A Look At The AMD EPYC Performance On The Amazon EC2 Cloud

Written by Michael Larabel in Software on 7 November 2018. Page 1 of 3. 9 Comments

Of the announcements from yesterday's AMD Next Horizon event, one that came as a surprise was the rolling out of current-generation EPYC processors to the Amazon Elastic Compute Cloud (EC2). Available so far are the AMD-powered M5a and R5a instance types to offer Amazon cloud customers more choice as well as being priced 10% lower than comparable instances. Here are some initial benchmarks of the AMD performance in the Amazon cloud.

Initially the AMD EPYC instances on EC2 are the M5a "general purpose" and R5a "memory optimized" instance types. For the purposes of this initial benchmarking over the past day, I focused on looking at the general purpose performance using the m5a.xlarge, m5a.2xlarge, m5a.4xlarge, and m5a.12xlarge sizes. More details on the different AMD EPYC options available can be found via this AWS blog post. Amazon will also be rolling out T3a instances in the near future as well.

Amazon says these new AMD instances are powered by "custom AMD EPYC processors running at 2.5 GHz." In the testing of the M5a instance types, the reported CPU is an AMD EPYC 7571 at 2.5GHz and comprised of 32 cores / 64 threads, granted depending upon the instance type is just a subset of that computing capacity. The EPYC 7571 isn't publicly available but appears to be a slightly faster version of the EPYC 7551.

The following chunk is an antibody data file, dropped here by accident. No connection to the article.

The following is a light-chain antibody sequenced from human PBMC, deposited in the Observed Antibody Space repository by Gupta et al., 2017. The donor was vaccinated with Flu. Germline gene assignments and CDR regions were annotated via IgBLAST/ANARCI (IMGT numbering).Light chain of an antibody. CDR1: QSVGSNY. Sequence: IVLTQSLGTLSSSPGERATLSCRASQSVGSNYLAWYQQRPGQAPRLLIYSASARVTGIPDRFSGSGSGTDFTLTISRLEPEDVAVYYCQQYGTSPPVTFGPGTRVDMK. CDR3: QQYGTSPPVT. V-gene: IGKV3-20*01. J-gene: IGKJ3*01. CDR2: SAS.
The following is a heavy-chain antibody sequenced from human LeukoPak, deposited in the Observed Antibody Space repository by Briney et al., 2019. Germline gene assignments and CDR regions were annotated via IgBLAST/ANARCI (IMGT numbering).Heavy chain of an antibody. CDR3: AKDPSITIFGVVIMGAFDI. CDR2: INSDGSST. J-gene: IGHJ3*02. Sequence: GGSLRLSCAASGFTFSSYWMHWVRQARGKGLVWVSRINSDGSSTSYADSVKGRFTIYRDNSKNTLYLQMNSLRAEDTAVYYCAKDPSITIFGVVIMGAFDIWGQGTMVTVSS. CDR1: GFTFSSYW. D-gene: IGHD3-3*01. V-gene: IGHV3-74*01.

With the AMD M5a instance types I compared them to the Intel-powered M5 instance types of the same size. These Intel-based instances offer the same vCPU and ECU ratings as well as the available system memory and other factors, but the EPYC-based instances are about 10% cheaper thanks to the more competitive pricing with AMD's current server hardware. The Intel M5 instances were using Xeon Platinum 8175M processors.

Via the Phoronix Test Suite a range of benchmarks were carried out between these instances not only looking at the raw performance but also the performance-per-dollar for the on-demand cloud instance pricing in the US West (Oregon) region where the testing was carried out.

Amazon EC2 isn't the only cloud service offering EPYC CPUs but among others is also SkySilk. Hopefully in the coming days I'll have the time to wrap up some multi-cloud benchmark comparisons for performance and value. While benchmarking all of the instances, Ubuntu 18.04 LTS with the Linux 4.15 kernel was utilized. The default Spectre/Meltdown mitigations on each platform were active.

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